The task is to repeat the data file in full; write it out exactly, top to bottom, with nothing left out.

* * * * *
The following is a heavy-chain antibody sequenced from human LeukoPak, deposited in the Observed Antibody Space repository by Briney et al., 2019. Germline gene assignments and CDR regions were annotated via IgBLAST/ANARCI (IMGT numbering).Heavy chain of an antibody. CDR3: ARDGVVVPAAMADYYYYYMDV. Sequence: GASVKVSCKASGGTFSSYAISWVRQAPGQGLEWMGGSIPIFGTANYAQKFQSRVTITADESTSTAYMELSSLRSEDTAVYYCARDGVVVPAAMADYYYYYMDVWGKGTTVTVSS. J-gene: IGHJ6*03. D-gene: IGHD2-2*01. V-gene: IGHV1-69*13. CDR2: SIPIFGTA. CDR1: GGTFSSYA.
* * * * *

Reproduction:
The following is a heavy-chain antibody sequenced from human LeukoPak, deposited in the Observed Antibody Space repository by Briney et al., 2019. Germline gene assignments and CDR regions were annotated via IgBLAST/ANARCI (IMGT numbering).Heavy chain of an antibody. CDR3: ARDGVVVPAAMADYYYYYMDV. Sequence: GASVKVSCKASGGTFSSYAISWVRQAPGQGLEWMGGSIPIFGTANYAQKFQSRVTITADESTSTAYMELSSLRSEDTAVYYCARDGVVVPAAMADYYYYYMDVWGKGTTVTVSS. J-gene: IGHJ6*03. D-gene: IGHD2-2*01. V-gene: IGHV1-69*13. CDR2: SIPIFGTA. CDR1: GGTFSSYA.